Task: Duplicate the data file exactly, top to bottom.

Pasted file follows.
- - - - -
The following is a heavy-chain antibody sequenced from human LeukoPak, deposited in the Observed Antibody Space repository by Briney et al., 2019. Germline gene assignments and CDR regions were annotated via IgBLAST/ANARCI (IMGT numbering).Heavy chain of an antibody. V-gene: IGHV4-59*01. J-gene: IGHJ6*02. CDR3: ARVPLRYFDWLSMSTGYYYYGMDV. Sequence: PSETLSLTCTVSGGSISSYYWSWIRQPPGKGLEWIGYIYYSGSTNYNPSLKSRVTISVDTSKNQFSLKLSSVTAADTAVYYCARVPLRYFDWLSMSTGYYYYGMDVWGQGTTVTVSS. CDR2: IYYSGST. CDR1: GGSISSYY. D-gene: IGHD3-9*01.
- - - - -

The following is a heavy-chain antibody sequenced from human LeukoPak, deposited in the Observed Antibody Space repository by Briney et al., 2019. Germline gene assignments and CDR regions were annotated via IgBLAST/ANARCI (IMGT numbering).Heavy chain of an antibody. V-gene: IGHV4-59*01. J-gene: IGHJ6*02. CDR3: ARVPLRYFDWLSMSTGYYYYGMDV. Sequence: PSETLSLTCTVSGGSISSYYWSWIRQPPGKGLEWIGYIYYSGSTNYNPSLKSRVTISVDTSKNQFSLKLSSVTAADTAVYYCARVPLRYFDWLSMSTGYYYYGMDVWGQGTTVTVSS. CDR2: IYYSGST. CDR1: GGSISSYY. D-gene: IGHD3-9*01.